Further, logic chips or analysis circuits 15 may be provided external to housing 16, e.g., at a remote location coupled to the output of sensing transducer 8.

The display 12 may take the form of a light emitting diode (LED), liquid crystal display (LCD), or any other suitable display, including analog displays, as is well known in the art.

Once the substance measurement of interest has been determined and displayed to display 12, vacuum pump 10 and ultrasonic transducer 17 are de-energized using switch 18. Fluid displacement mechanism 1 is removed from housing 16 and replaced by a fresh, sterilized fluid displacement mechanism 1. After this, the apparatus is available for another non-invasive withdrawal of fluid from the user's skin and the associated testing of that fluid for a given constituent therein.

In the second embodiment of the present invention, a predetermined combination of negative pressure and electric current (iontophoresis) are applied to the user's skin to non-invasively withdraw fluid therefrom. Referring to FIG. 7, the apparatus used to perform this non-invasive iontophoretic fluid extraction is similar to that provided in the first embodiment of the present invention, however, in the second embodiment, the ultrasonic transducer 17 of FIG. 1 is essentially replaced by a pair of bipolar tactile electrodes 26,27, as shown in FIGS. 7 and 8.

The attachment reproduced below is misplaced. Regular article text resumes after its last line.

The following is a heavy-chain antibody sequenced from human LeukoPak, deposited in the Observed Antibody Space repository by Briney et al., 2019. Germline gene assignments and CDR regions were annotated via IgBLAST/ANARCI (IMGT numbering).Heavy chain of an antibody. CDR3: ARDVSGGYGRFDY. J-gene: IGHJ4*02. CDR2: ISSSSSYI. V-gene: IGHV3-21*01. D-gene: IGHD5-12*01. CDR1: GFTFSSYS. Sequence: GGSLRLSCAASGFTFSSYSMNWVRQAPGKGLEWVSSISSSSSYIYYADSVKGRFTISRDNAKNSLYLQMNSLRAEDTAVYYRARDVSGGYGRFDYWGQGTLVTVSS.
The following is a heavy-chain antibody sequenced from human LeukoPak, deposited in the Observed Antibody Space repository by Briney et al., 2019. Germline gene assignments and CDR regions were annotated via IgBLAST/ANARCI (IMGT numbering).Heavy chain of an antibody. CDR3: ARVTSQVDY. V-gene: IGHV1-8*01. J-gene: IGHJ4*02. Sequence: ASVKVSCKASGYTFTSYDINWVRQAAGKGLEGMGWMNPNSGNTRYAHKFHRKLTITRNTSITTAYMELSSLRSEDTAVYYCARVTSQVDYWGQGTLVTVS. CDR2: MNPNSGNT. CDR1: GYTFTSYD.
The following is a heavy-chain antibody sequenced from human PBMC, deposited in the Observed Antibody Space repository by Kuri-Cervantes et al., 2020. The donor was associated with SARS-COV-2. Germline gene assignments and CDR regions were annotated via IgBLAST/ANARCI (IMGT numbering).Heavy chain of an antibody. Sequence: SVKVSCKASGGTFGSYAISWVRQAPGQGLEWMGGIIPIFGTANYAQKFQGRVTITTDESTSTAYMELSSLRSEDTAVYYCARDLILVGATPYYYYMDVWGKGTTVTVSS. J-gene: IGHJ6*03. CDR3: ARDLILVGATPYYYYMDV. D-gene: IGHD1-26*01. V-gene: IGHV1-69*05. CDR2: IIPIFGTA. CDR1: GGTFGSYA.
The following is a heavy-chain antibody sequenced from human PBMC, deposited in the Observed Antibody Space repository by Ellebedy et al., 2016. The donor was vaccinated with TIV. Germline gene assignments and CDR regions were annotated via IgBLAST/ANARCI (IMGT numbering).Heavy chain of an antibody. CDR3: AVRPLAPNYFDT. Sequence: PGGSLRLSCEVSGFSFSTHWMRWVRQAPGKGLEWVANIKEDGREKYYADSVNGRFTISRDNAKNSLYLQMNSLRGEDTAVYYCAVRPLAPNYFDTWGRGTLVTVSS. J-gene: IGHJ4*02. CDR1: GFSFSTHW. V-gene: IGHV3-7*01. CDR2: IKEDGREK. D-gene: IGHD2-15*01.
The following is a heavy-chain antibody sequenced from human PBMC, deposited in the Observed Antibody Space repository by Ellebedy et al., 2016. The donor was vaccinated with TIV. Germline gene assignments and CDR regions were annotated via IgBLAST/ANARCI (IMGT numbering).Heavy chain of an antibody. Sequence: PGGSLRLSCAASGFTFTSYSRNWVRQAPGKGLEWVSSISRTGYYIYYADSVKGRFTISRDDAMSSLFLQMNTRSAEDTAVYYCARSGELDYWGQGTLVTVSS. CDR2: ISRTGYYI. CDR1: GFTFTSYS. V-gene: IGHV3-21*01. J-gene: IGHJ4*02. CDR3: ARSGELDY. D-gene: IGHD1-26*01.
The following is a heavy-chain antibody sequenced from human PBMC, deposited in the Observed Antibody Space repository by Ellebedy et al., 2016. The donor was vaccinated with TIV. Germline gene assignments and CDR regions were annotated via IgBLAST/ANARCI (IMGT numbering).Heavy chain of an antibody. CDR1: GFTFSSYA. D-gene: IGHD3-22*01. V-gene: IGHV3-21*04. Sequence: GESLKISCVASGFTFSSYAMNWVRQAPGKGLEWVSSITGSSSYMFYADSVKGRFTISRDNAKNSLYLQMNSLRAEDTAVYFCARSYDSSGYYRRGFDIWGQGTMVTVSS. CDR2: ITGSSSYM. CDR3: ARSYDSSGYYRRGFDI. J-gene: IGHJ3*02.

The positive or anode terminal of bipolar electrical power source 14 (the batteries) is electrically coupled, through insulated anode wire 6, to anodic tactile electrode 26 disposed within a wall of fluid displacement means 1. Additionally, the negative or cathode terminal of bipolar power source 14 is electrically coupled, through insulated cathode wire 7, to cathodic tactile electrode 27 also disposed within a wall of fluid displacement mechanism 1. Switch 18, which may be a simple two-pole on/off switch, in this embodiment operates to make or break electrical continuity between the power source 14 and either of the tactile electrodes 26,27 in addition to selectively activating and deactivating vacuum pump 10.

Anodic tactile electrode 26 and cathodic tactile electrode 27 form a pair of oppositely charged tactile electrodes. They are disposed in spaced relation each to the other within fluid displacement means 1, and in such a manner so as to be in direct contact with the user's skin when the user's skin is placed into contiguously interfacing contact with first end 20 of fluid displacement mechanism 1. Additionally, insulated cathode wire 7 and insulated anode wire 6 are arranged within housing 16 so as to come into electrical contact with tactile electrodes 26,27 when fluid displacement mechanism 1 is properly coupled to housing 16.